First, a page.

Create your own account

To get started, you must create your own DynDNS account by going to the DynDNS Web site and clicking on Create Account. There, you'll need to fill out some personal information and provide a valid e-mail address for confirmation, along with the username and password. Choose Other for How Did You Hear About Us and paste the link to this article under Details. Agree to all the terms of usage and click Create Account. Once you get a confirmation e-mail, you'll need to click through the confirmation link within 48 hours to activate your account. Once it's activated, you can log into your account.

When you've logged in, click on the My Services link in the upper-right corner of the DynDNS Web site. Next, click on Add Host Services. Then, click on Add Dynamic DNS Host, and you'll see the Web form shown in Figure A. You can pick from a list of available domains to use. If you're a Linux fan, you might want something like "" If you're a gamer and you want to host Internet games, you might like "" There are many to choose from, but not every hostname will be available, since they may already be taken.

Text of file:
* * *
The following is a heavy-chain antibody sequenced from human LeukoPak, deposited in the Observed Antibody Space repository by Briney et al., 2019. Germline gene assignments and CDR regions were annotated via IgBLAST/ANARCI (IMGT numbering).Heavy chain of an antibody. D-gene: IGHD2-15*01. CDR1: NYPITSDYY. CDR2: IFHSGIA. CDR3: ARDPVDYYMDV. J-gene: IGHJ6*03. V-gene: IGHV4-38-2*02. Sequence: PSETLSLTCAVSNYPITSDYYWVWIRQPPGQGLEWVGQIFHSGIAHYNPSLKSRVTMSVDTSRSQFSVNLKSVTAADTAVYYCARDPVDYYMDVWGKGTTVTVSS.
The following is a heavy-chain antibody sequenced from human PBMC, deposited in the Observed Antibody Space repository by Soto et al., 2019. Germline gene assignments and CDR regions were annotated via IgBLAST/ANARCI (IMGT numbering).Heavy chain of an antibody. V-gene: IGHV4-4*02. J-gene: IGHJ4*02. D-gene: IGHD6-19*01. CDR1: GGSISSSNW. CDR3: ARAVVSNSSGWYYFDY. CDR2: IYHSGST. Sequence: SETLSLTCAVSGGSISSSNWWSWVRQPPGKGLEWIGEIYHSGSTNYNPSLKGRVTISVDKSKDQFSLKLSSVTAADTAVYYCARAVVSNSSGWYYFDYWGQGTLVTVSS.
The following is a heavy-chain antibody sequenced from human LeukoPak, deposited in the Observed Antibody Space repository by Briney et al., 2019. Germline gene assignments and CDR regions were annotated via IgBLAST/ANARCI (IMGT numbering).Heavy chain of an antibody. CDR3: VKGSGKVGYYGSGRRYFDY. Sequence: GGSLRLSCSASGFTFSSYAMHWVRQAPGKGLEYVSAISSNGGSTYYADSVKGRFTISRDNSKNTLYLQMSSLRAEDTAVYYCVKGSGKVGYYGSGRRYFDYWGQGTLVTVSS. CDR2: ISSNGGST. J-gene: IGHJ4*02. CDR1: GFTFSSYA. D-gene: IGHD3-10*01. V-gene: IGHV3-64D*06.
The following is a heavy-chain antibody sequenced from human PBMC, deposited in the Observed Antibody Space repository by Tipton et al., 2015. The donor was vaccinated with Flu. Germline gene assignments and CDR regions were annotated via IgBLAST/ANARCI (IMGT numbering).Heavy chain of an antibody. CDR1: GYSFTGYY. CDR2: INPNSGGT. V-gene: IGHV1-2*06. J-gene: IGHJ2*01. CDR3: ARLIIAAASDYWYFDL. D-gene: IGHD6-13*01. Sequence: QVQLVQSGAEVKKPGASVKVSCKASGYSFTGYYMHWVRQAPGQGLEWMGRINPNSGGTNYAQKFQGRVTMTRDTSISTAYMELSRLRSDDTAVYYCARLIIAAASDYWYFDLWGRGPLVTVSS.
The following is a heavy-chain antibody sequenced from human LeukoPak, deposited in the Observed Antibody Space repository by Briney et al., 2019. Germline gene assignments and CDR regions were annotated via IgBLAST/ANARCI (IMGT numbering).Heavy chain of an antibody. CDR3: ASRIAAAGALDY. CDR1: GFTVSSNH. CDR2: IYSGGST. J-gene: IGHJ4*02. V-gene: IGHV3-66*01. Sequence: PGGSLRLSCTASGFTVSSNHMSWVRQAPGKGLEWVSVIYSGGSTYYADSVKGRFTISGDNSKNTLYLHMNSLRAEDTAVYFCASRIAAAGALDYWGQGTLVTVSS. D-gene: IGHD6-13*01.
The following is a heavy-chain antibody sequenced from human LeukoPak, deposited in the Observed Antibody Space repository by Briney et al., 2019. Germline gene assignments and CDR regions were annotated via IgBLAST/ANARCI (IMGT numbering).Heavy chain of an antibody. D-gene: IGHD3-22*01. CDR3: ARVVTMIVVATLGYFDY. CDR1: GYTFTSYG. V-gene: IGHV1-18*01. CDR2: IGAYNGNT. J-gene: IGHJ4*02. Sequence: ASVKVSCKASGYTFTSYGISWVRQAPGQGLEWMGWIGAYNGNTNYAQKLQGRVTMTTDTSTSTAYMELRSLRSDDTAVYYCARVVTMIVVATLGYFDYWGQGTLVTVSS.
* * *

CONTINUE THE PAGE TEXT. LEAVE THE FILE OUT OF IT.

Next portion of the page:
Figure A

You need to fill in the Host Name and click the Add Host button on the form. You won't need to enter the IP address because it should already be filled out, and it's the job of the router to update this IP address. So if you choose "" as the domain and choose some unique and never used before hostname, such as "MyUniqueHostName," your new DDNS name on the public Internet will be "" Anyone accessing will get to your home address even if it's constantly changing.

Forwarding ports to your internal network

Once your DDNS account is set up, you'll need to configure your router to update the server with your IP address. You'll need to verify that your router supports DynDNS. I'm going to show this with a relatively cheap Linksys WRT54GS router, which is fully certified to update

Note: There is an alternative to router-based DDNS updates, and offers a Windows client. I personally don't like to run any extra software on my computer, so I prefer using a hardware client and having it taken care of in the router.

Figure B shows the configuration page for DDNS. It's on the main Setup page under DDNS. Simply select as the DDNS Service, type in the username you set up with, enter your password, and type in the fully qualified hostname, such as Now, click the Save Settings button. When this is complete and the Web page refreshes, it should say DDNS is updated successfully under Status. This means is now reachable from the public Internet.

Figure B